Thomas v Karen A. McMaster

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Thomas v Karen A. McMaster 2018 NY Slip Op 07209 Decided on October 25, 2018 Appellate Division, Third Department Published by New York State Law Reporting Bureau pursuant to Judiciary Law § 431. This opinion is uncorrected and subject to revision before publication in the Official Reports.

Decided and Entered: October 25, 2018

[*1]LOISANNE THOMAS, Appellant,


KAREN A. McMASTER et al., Respondents.

Calendar Date: September 12, 2018
Before: Garry, P.J., McCarthy, Lynch, Aarons and Rumsey, JJ.

Coughlin & Gerhart, LLP, Ithaca (Michael C. Perehinec Jr. of counsel), for appellant.

Adams & Kaplan, Williamsville (Kevin J. Graff of counsel), for respondents.


Garry, P.J.

Appeal from an order of the Supreme Court (Faughnan, J.), entered January 5, 2017 in Tompkins County, which granted defendants' motion for summary judgment dismissing the complaint.

In May 2014, plaintiff's vehicle was struck by a vehicle driven by defendant Karen A. McMaster and owned by defendant Justin T. McMaster. Plaintiff commenced this personal injury action alleging that she had sustained serious physical injury within the meaning of Insurance Law § 5102 (d). Following joinder of issue and discovery, defendants moved for summary judgment dismissing the complaint. Supreme Court granted the motion. Plaintiff appeals.

Plaintiff relies solely upon the 90/180-day category of serious physical injury, alleging that she suffered a pericardial effusion that "prevented [her] from performing substantially all of the material acts that constituted her usual and customary daily activities" during 90 of the first 180 days that followed the accident (Shea v Ives, 137 AD3d 1404, 1406 [2016] [internal quotation marks, brackets and citation omitted]; see Hildenbrand v Chin, 52 AD3d 1164, 1166 [2008]). It was defendants' burden to support their summary judgment motion "with competent medical evidence that plaintiff did not suffer a serious injury as a result of the accident" (Murray v Helderberg Ambulance Squad, Inc., 133 AD3d 1001, 1001 [2015]; accord Jones v Marshall, 147 AD3d 1279, 1281 [2017]). They did so by submitting plaintiff's medical records, which revealed that plaintiff was not medically restricted from her full-time employment or other activities after the accident (see Altieri v Liccardi, 163 AD3d 1254, 1256 [2018]; Eason v Blacker, 155 AD3d 1180, 1182 [2017]; Shea v Ives, 137 AD3d at 1405-1406). In addition, plaintiff's deposition testimony established that she continued to perform her work after the accident with only occasional missed time for medical appointments, which she described as a few hours here and there, adding up to about two days (see Solis v Silvagni, 82 AD3d 1349, 1350 [2011], lv denied 17 NY3d 715 [2011]; Clements v Lasher, 15 AD3d 712, 713-714 [2005]).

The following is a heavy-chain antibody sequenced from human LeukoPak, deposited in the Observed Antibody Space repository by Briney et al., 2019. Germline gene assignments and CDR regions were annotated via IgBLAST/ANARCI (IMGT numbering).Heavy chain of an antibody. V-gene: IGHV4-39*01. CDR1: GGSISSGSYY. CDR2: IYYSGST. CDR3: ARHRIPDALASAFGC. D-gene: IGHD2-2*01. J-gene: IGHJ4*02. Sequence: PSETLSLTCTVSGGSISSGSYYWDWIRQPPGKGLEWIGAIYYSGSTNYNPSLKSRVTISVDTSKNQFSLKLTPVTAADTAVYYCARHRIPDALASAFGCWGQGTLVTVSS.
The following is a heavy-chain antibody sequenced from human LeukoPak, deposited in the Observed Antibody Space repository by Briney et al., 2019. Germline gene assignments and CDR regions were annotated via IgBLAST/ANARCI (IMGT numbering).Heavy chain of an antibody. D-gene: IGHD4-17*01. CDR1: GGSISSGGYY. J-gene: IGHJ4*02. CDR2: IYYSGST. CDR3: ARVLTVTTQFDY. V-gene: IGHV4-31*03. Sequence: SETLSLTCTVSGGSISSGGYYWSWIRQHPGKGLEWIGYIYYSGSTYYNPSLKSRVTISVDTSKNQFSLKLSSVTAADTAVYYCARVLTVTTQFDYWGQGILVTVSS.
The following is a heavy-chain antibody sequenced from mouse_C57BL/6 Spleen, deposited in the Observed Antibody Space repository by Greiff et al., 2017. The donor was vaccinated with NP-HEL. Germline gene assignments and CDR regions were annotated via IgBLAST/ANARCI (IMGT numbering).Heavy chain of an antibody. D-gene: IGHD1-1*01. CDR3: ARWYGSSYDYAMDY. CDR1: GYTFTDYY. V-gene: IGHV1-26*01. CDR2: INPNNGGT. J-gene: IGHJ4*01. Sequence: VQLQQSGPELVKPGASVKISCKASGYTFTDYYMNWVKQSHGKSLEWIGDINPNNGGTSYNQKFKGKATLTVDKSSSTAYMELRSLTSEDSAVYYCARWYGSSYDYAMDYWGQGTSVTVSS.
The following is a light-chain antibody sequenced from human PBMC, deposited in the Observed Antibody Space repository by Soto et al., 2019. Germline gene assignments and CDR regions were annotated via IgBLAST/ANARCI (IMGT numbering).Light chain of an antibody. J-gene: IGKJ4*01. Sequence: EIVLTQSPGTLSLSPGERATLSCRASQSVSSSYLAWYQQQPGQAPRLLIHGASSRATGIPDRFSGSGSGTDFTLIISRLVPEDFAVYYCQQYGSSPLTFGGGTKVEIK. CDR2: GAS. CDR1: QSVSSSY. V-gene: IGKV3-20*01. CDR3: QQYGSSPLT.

The burden thus shifted to plaintiff to submit "objective medical evidence sufficient to create a question of fact regarding the existence of a serious injury caused by the accident" (Cross v Labombard, 127 AD3d 1355, 1355-1356 [2015]; accord Fillette v Lundberg, 150 AD3d 1574, 1576 [2017]). Plaintiff asserted that she missed work within the 180-day period after the accident because chest pain that she claimed was caused by a pleural effusion forced her to retire in August 2014, several months earlier than she had planned. She described various limitations on her activities, including the inability to perform certain household chores or carry groceries. Finally, she submitted records of four EKGs administered after the accident that she claimed reflected abnormalities that were not present in her previous EKGs. However, there was no medical evidence submitted to establish a causal relationship between these alleged abnormalities and her chest pain or limitations. On the contrary, the medical records included an assessment by plaintiff's treating cardiologist, stating that, although she had apparently experienced chest wall contusions, "it [was] unclear to [him] whether she actually had a cardiac contusion." He described a pericardial effusion seen in a previous examination as "minimal," stated that he was "not even sure of its significance," and concluded that he did not believe that the pain she was experiencing "was coronary in nature." In the absence of objective medical proof supporting her claim of serious injury, plaintiff's assertions were not sufficient to establish a triable question of fact (see Clausi v Hall, 127 AD3d 1324, 1327 [2015]; Palmer v Moulton, 16 AD3d 933, 935 [2005]; Daisernia v Thomas, 12 AD3d 998, 999 [2004]). Accordingly, Supreme Court properly granted defendants' motion for summary judgment dismissing the complaint.

McCarthy, Lynch, Aarons and Rumsey, JJ., concur.

ORDERED that the order is affirmed, with costs.